TAMPA — The infraction seemed benign enough, a mind-slip that normally may merit a warning instead of sweat-inducing toil. It wasn’t as if Jayden Curry missed a lab or a lecture.
Just a lunch. But it cost the veteran USF safety a “strike” in his program’s new accountability system, not to mention a session of rolls, up-downs and other assorted drills designed for deterrence.
“I learned my lesson,” Curry said.
Say this for the new Bulls football regime: It’s leaving no stone unturned, no study hall unmonitored and no hydration level unchecked. The micromanagement that began under Jeff Scott, who arrived at USF with a bulging three-ring binder that covered every detail of how he wanted his program to operate, seems to have intensified under successor Alex Golesh.
“When I tell you we’re attacking every single thing, we’re reteaching what it is to be a college football player at this level,” said Golesh, whose team has resumed spring practice after a one-week break.
“We’re reteaching what it is to be a student-athlete. We’re reteaching how you wake up, how you come in. Hydration testing every morning, to make sure we’re hydrated. Showing up to meals on time. The accountability factor (of) what my locker looks like, how I treat my teammates, how I respond to questions.”
The objective, naturally, is to foster a championship lifestyle; to convey the philosophy that success is spawned by doing the daily things at an optimal level. Some may perceive it as over-coaching, and the collegiate landscape is littered with young coaches whose obsession with details blemished their big picture.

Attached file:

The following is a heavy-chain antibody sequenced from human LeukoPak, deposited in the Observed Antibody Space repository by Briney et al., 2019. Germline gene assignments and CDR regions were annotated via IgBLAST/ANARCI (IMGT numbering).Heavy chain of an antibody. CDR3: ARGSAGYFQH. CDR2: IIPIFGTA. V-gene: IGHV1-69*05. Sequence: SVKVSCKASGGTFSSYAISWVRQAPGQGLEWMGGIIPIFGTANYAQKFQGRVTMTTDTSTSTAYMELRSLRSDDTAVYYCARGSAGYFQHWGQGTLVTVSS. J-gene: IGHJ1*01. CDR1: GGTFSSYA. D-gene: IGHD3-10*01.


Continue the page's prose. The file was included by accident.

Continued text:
Among them: Bruce Arians, who used just such an approach in his first head-coaching job at Temple, resulting in a 27-39 record, debilitating migraines and ultimately a pink slip.
“I had no clue what the word ‘delegate’ meant,” Arians told the Tampa Bay Times in 2019. “I was the head coach, offensive coordinator, quarterbacks coach, fundraiser, recruiting coordinator. You couldn’t sign a player unless I watched him. I was the ultimate micromanager.”
Of course, that was 40 years ago, and Golesh, 38, has the benefit of a far more sprawling group of assistants and support staffers to help monitor players’ daily routines. Moreover, he seems to have a team willing to try anything to pull USF from mediocrity’s undertow.
“I know all our guys here want to be great,” sixth-year left tackle Donovan Jennings said following the Bulls’ initial spring practice. “And giving us the right coaches that can push these guys and make them be great is all we need.”
The push is persistent. Any player who misses a class gets a strike. Miss a training-room appointment? Strike. Tardiness, improper attire and an unsatisfactory hydration level all warrant strikes.
“There’s a total of five strikes, and then once you get to your fifth strike, there’s a meeting with the head coach, your position coach and then the coordinator,” said senior safety Matthew Hill, who has yet to receive a strike. “But leading up to the fifth strike, there’s punishment in the lines of doing rolls and doing up-downs. And each time there’s a strike, it doubles each time.”
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Golesh insists the approach isn’t iron-fisted, just ironclad. A winning culture comes with a clear expectation level that must be enforced daily.
“There’s a standard to every single part of our program,” he said. “That’s from our coaches to our players, to support staff, to academics, nutrition, strength, to every single person that touches our players.
“And it’s really, really black and white. I think as coaches, when you make it gray, you can really muddy it up. There’s a standard. You’re at the standard or you’re not. And once we reach a certain standard, we’ll raise that standard.”
As the strikes diminish, maybe — just maybe — success will be realized.
“We haven’t won here in three years, so how do you battle that? Well, you scrap it, you start from scratch and you hold guys to a certain standard,” Golesh said.
“So there is an energy within our walls, there’s an energy on the football field. There is an energy now, there’s an execution part of it as well. For them to be able to go and execute in football, in life, academically, socially, spiritually — all of it.”
Contact Joey Knight at email@example.com. Follow @TBTimes_Bulls
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